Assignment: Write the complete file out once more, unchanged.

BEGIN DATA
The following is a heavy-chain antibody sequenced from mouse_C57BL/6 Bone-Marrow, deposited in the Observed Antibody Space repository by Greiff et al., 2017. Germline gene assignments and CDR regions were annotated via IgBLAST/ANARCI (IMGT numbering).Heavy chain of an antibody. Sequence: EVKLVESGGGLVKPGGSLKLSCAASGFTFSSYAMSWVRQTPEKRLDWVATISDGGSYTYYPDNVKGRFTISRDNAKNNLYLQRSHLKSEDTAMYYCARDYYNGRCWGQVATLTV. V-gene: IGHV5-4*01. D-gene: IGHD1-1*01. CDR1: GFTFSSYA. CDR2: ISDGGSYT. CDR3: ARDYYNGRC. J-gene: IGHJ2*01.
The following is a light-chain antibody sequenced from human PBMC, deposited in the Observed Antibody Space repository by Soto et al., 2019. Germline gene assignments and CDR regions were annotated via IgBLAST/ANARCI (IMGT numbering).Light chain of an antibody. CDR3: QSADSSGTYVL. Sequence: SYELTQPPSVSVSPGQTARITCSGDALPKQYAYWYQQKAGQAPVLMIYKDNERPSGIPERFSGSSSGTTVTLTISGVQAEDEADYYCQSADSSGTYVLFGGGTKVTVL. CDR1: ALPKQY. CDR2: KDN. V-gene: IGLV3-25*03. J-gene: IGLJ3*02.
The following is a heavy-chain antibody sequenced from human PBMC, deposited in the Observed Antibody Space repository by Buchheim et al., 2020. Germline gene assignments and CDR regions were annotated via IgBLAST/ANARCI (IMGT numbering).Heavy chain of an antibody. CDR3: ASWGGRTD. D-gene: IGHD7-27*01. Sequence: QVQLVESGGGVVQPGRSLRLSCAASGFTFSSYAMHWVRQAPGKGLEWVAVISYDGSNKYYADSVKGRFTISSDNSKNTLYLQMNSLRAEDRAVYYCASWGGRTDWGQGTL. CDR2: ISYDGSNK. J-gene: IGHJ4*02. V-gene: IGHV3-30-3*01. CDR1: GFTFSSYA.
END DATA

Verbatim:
The following is a heavy-chain antibody sequenced from mouse_C57BL/6 Bone-Marrow, deposited in the Observed Antibody Space repository by Greiff et al., 2017. Germline gene assignments and CDR regions were annotated via IgBLAST/ANARCI (IMGT numbering).Heavy chain of an antibody. Sequence: EVKLVESGGGLVKPGGSLKLSCAASGFTFSSYAMSWVRQTPEKRLDWVATISDGGSYTYYPDNVKGRFTISRDNAKNNLYLQRSHLKSEDTAMYYCARDYYNGRCWGQVATLTV. V-gene: IGHV5-4*01. D-gene: IGHD1-1*01. CDR1: GFTFSSYA. CDR2: ISDGGSYT. CDR3: ARDYYNGRC. J-gene: IGHJ2*01.
The following is a light-chain antibody sequenced from human PBMC, deposited in the Observed Antibody Space repository by Soto et al., 2019. Germline gene assignments and CDR regions were annotated via IgBLAST/ANARCI (IMGT numbering).Light chain of an antibody. CDR3: QSADSSGTYVL. Sequence: SYELTQPPSVSVSPGQTARITCSGDALPKQYAYWYQQKAGQAPVLMIYKDNERPSGIPERFSGSSSGTTVTLTISGVQAEDEADYYCQSADSSGTYVLFGGGTKVTVL. CDR1: ALPKQY. CDR2: KDN. V-gene: IGLV3-25*03. J-gene: IGLJ3*02.
The following is a heavy-chain antibody sequenced from human PBMC, deposited in the Observed Antibody Space repository by Buchheim et al., 2020. Germline gene assignments and CDR regions were annotated via IgBLAST/ANARCI (IMGT numbering).Heavy chain of an antibody. CDR3: ASWGGRTD. D-gene: IGHD7-27*01. Sequence: QVQLVESGGGVVQPGRSLRLSCAASGFTFSSYAMHWVRQAPGKGLEWVAVISYDGSNKYYADSVKGRFTISSDNSKNTLYLQMNSLRAEDRAVYYCASWGGRTDWGQGTL. CDR2: ISYDGSNK. J-gene: IGHJ4*02. V-gene: IGHV3-30-3*01. CDR1: GFTFSSYA.